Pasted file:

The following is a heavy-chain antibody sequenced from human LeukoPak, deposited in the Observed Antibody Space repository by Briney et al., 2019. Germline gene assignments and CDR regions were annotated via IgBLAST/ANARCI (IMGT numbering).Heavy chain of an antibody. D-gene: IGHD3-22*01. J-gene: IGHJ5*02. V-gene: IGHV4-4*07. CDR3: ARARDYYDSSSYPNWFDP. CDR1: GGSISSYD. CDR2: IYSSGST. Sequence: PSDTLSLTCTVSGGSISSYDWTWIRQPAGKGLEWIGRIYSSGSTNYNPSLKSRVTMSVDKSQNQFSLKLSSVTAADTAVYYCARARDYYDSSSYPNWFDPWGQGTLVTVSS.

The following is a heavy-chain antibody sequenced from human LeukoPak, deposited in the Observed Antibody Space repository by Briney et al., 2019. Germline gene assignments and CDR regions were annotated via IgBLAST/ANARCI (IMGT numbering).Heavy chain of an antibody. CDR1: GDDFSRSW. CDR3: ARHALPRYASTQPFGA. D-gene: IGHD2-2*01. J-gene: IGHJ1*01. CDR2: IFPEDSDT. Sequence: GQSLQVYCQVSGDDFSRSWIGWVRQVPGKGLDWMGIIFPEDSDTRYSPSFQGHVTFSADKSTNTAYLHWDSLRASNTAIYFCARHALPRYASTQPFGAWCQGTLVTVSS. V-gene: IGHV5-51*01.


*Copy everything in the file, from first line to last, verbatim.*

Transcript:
The following is a heavy-chain antibody sequenced from human LeukoPak, deposited in the Observed Antibody Space repository by Briney et al., 2019. Germline gene assignments and CDR regions were annotated via IgBLAST/ANARCI (IMGT numbering).Heavy chain of an antibody. D-gene: IGHD3-22*01. J-gene: IGHJ5*02. V-gene: IGHV4-4*07. CDR3: ARARDYYDSSSYPNWFDP. CDR1: GGSISSYD. CDR2: IYSSGST. Sequence: PSDTLSLTCTVSGGSISSYDWTWIRQPAGKGLEWIGRIYSSGSTNYNPSLKSRVTMSVDKSQNQFSLKLSSVTAADTAVYYCARARDYYDSSSYPNWFDPWGQGTLVTVSS.

The following is a heavy-chain antibody sequenced from human LeukoPak, deposited in the Observed Antibody Space repository by Briney et al., 2019. Germline gene assignments and CDR regions were annotated via IgBLAST/ANARCI (IMGT numbering).Heavy chain of an antibody. CDR1: GDDFSRSW. CDR3: ARHALPRYASTQPFGA. D-gene: IGHD2-2*01. J-gene: IGHJ1*01. CDR2: IFPEDSDT. Sequence: GQSLQVYCQVSGDDFSRSWIGWVRQVPGKGLDWMGIIFPEDSDTRYSPSFQGHVTFSADKSTNTAYLHWDSLRASNTAIYFCARHALPRYASTQPFGAWCQGTLVTVSS. V-gene: IGHV5-51*01.